• So, it’s because “a lot of turks are extreme racists” that Brunson is not guilty of all the charges against him. Let’s hope his lawyers are gonna use that brilliant strategy in court coming up.

  • Daily sabah is Erdogans pro government fantasy media. Turkish media is a bad joke. The charges against brunson are a joke. PKK and Gülen, that dont fit together and everybody know that.

  • He is not guilty, he is just no racist turk.

    For turks is it too much if somebody treat kurds like humans. Turkey massacred the Armenians and today even proud of that.

  • Its not easy for Kurds in Turkey. Racism against kurds or other minorities is seen as normal by many turks. Its even a crime to say the word Kurdistan. Turkish government can do everything in kurdish villages, there is no rule of law. They can kill kurdish Familys and call it fight against terrorism.

    Turkey massacred more then a million Armenians, the whole world knows that was genocide, in Turkey they call it fight against terrorism and today even proud of it.

  • According to Mehmet Solmaz, “The other side of the coin in Turkish media: The Turkish media landscape is more diverse than critics of the government would have you think – here’s what you possibly didn’t know”, Middle East Eye, 10 December 10, 2015:

    “[The] media landscape [in Turkey is] dominated by opposition papers … Statistically speaking, the five best-selling papers are the Zaman, Hurriyet, Sozcu, Posta and Sabah, totaling 2,029,958 papers a day on average from 23 November to 30 November. Only Sabah is pro-government as the other four strongly oppose the AK Party [‘the ruling Justice and Development Party’], and above all [‘Turkish President Recep Tayyip’] Erdogan. Overall, 65 percent of the daily newspapers in Turkey openly call themselves anti-AK Party and five percent remains in the grey area, while remaining 30 percent support the government. The cases of arrests of journalists are mainly with issues related to breaking the law, but even when taking them into account, the bulk of media coverage has been and remains anti-government – uninterrupted. In many cases, those detained are released, despite the fact that had they acted in such a manner that in the West they would have been fired, sued or even jailed. They include journalists who … [1] accused the president of giving the orders for the Ankara bombing … [2] of sending weapons to ISIS … [3] ma[de] allusions to coup attempts [against Erdogan] as a solution … [4] prompt[ed] coups against democracy, using media freedom as a shield for their anti-democratic steps … [5] implied Erdogan will face the same fate of [‘former Egyptian president Mohamed’] Morsi. … It is important to remember that such rhetoric is not harmless in a country where the military – backed by some quarters of the press – toppled four democratically elected governments.”

  • 3 proofs “he is not guilty” of the spy charges are as follows:

    (1) From lars in his sleep
    (2) From lars in his sleep
    (3) From lars in his sleep

  • My sleep is better then Erdogans “secret witnesses”. For normal, no extrem racist people, it is no crime to give aid to some poor refugees.

    Erdogans try to get his former buddy Gülen. And is using dirty mafia tactics, brunson is a hostage. Everybody is aware of that.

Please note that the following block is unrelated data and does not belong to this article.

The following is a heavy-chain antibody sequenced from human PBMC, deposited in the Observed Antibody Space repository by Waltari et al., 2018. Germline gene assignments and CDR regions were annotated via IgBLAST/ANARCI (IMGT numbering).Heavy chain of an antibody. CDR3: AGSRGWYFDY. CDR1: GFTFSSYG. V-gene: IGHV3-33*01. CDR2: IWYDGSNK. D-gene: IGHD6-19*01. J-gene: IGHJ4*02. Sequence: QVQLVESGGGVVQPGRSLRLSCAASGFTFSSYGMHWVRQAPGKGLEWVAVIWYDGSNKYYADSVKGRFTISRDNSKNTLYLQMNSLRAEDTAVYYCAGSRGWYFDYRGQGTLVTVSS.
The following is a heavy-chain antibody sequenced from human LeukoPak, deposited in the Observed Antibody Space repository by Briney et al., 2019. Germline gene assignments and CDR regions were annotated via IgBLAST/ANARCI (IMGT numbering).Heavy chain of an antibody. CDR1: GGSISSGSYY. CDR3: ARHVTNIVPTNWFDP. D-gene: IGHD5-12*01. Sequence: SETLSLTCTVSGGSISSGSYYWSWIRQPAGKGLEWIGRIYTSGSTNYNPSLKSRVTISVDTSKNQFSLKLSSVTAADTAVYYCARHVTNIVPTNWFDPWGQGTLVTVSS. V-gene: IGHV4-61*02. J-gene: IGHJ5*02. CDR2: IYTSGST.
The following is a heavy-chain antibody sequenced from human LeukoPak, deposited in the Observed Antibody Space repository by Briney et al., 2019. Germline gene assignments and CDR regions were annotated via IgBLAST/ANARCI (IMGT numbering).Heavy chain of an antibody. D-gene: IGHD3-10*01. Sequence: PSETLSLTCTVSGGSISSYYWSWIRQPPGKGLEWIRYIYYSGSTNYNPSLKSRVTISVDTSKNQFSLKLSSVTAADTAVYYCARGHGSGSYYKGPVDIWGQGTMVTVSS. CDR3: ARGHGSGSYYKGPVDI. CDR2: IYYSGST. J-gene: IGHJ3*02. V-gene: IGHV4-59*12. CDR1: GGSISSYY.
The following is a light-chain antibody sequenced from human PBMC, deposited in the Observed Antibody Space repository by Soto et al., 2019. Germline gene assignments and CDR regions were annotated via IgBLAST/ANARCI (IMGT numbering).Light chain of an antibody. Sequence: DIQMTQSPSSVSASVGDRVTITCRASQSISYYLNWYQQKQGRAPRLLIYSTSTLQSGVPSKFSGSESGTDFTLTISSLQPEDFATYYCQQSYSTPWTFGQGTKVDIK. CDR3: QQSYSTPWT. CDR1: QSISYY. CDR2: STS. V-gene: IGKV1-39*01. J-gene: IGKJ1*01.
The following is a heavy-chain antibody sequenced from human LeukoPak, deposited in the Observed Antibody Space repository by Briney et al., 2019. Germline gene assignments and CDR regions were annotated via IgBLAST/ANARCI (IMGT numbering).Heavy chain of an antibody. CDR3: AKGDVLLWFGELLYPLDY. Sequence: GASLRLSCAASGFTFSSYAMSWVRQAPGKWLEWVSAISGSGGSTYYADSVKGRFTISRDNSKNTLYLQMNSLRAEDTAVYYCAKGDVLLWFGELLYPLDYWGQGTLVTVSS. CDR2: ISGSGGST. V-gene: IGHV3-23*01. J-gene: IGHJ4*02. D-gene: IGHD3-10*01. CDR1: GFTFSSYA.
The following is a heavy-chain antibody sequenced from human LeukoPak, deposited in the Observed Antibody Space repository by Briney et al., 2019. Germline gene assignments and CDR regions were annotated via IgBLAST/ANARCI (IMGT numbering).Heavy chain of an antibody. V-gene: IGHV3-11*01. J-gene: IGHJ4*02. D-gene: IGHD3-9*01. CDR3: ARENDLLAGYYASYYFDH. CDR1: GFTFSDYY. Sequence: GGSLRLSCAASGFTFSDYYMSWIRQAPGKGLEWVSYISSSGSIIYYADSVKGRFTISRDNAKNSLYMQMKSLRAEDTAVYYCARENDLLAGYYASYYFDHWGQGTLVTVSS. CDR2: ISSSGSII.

• This is a tit-for-tat move by Erdogan because the alleged coup leader resides in Pennsylvania.
    Maybe this guy is an American agent; maybe not. The important thing is to get him out of jail and bring him home.
    In the meantime, trump is crushing turkeys economy and putting pressure on the government.
    Not the best thing for NATO or the West’s connection with the east; but turkey under erdogan has become more radical and less friendly to Greece and Europe.

  • “Everybody is aware of [these charges, too, ‘yo, that]”:

    (1) There’s “evidence of contact between [Andrew Craig] Brunson and the top FETÖ official in the [Aegean] region, Bekir Baz. … [And also of Brunson’s] frequent contacts with … [Baz’s] aide [Mustafa] Safa and Amnesty Turkey Branch Executive Taner Kılıç, who is also being accused of aiding FETÖ. … GSM signals showed that [Brunson and Baz] were at the same place or at least very close to each other on 293 occasions. … Brunson’s GSM accounts were also at the same place as the GSM accounts of Baz’s deputy Mustafa Safa.”

    (2) “Brunson … took part in organizing the 2013 Gezi Park riots … [using] lists containing the names of ‘gas station workers in Turkey’s southeast,’ ‘railway employees,’ or ‘soldiers to get in contact with,’ with whom he exchanged information through close contacts.”

    (3) “[Brunson was] aim[ing] to create a Christian Kurdish state”.

    (4) “[Brunson sent this] message to an American soldier six days after the 2016 coup attempt blamed on military infiltrators by FETÖ …’Things will get worse, we will win in the end.'”

    (5) “On April 11, 2011, [Andrew] Brunson was injured in an armed attack by a person named Mehmet Ali Eren while he was chatting with his friend at the churchyard. During the incident, the attacker shouted: ‘You traitors! We will bomb the church in Manisa. And Al Qaeda will claim responsibility for this.’ After that, the same attacker became a follower of the very church led by Brunson. It was even reported that this person was running errands for Brunson’s wife Norine Brunson.”

    Source: Daily Sabah, January 1, and March 13, and April 15 and 17, May 7, and August 9, 2018.